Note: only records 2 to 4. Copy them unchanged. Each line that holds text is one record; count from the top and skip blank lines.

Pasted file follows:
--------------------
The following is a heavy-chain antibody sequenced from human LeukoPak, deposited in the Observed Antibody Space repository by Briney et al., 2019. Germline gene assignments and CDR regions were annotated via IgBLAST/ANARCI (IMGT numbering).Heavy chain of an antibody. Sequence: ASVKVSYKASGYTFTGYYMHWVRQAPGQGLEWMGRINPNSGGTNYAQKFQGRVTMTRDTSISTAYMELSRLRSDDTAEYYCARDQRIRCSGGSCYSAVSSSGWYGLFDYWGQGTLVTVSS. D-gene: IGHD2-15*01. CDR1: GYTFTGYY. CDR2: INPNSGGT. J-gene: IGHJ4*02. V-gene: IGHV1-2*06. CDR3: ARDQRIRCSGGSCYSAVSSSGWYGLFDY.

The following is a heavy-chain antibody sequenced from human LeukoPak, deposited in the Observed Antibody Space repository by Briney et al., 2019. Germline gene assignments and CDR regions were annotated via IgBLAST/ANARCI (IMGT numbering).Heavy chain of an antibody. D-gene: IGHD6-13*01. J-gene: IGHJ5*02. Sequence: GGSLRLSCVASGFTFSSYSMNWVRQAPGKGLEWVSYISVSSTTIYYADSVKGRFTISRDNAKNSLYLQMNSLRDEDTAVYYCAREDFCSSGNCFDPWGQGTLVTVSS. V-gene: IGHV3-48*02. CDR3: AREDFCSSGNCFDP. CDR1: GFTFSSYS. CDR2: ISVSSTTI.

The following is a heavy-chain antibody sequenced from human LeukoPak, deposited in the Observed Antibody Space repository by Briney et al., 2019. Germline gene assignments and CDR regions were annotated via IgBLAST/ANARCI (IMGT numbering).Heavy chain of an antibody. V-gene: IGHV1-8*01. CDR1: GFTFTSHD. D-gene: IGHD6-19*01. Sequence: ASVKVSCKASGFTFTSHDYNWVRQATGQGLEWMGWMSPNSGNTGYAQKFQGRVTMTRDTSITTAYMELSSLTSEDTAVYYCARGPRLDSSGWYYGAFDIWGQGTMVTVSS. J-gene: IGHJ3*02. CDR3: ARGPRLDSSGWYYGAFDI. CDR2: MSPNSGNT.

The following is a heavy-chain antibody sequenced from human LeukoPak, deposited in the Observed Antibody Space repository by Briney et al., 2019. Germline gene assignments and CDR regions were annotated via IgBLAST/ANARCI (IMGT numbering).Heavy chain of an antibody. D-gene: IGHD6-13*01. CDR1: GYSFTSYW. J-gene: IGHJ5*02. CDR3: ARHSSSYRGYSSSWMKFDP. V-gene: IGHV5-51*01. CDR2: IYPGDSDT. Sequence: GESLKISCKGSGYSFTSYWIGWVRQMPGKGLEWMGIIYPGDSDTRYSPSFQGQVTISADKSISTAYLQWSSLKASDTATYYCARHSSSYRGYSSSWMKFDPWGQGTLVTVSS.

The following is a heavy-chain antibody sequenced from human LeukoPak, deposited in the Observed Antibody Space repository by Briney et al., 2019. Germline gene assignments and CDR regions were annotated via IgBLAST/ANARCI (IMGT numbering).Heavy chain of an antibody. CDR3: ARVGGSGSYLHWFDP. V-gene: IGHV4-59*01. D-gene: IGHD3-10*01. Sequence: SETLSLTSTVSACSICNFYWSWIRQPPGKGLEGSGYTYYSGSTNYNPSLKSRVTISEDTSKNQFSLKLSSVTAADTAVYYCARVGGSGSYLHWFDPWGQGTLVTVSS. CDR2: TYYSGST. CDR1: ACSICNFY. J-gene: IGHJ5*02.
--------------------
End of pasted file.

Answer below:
The following is a heavy-chain antibody sequenced from human LeukoPak, deposited in the Observed Antibody Space repository by Briney et al., 2019. Germline gene assignments and CDR regions were annotated via IgBLAST/ANARCI (IMGT numbering).Heavy chain of an antibody. D-gene: IGHD6-13*01. J-gene: IGHJ5*02. Sequence: GGSLRLSCVASGFTFSSYSMNWVRQAPGKGLEWVSYISVSSTTIYYADSVKGRFTISRDNAKNSLYLQMNSLRDEDTAVYYCAREDFCSSGNCFDPWGQGTLVTVSS. V-gene: IGHV3-48*02. CDR3: AREDFCSSGNCFDP. CDR1: GFTFSSYS. CDR2: ISVSSTTI.

The following is a heavy-chain antibody sequenced from human LeukoPak, deposited in the Observed Antibody Space repository by Briney et al., 2019. Germline gene assignments and CDR regions were annotated via IgBLAST/ANARCI (IMGT numbering).Heavy chain of an antibody. V-gene: IGHV1-8*01. CDR1: GFTFTSHD. D-gene: IGHD6-19*01. Sequence: ASVKVSCKASGFTFTSHDYNWVRQATGQGLEWMGWMSPNSGNTGYAQKFQGRVTMTRDTSITTAYMELSSLTSEDTAVYYCARGPRLDSSGWYYGAFDIWGQGTMVTVSS. J-gene: IGHJ3*02. CDR3: ARGPRLDSSGWYYGAFDI. CDR2: MSPNSGNT.

The following is a heavy-chain antibody sequenced from human LeukoPak, deposited in the Observed Antibody Space repository by Briney et al., 2019. Germline gene assignments and CDR regions were annotated via IgBLAST/ANARCI (IMGT numbering).Heavy chain of an antibody. D-gene: IGHD6-13*01. CDR1: GYSFTSYW. J-gene: IGHJ5*02. CDR3: ARHSSSYRGYSSSWMKFDP. V-gene: IGHV5-51*01. CDR2: IYPGDSDT. Sequence: GESLKISCKGSGYSFTSYWIGWVRQMPGKGLEWMGIIYPGDSDTRYSPSFQGQVTISADKSISTAYLQWSSLKASDTATYYCARHSSSYRGYSSSWMKFDPWGQGTLVTVSS.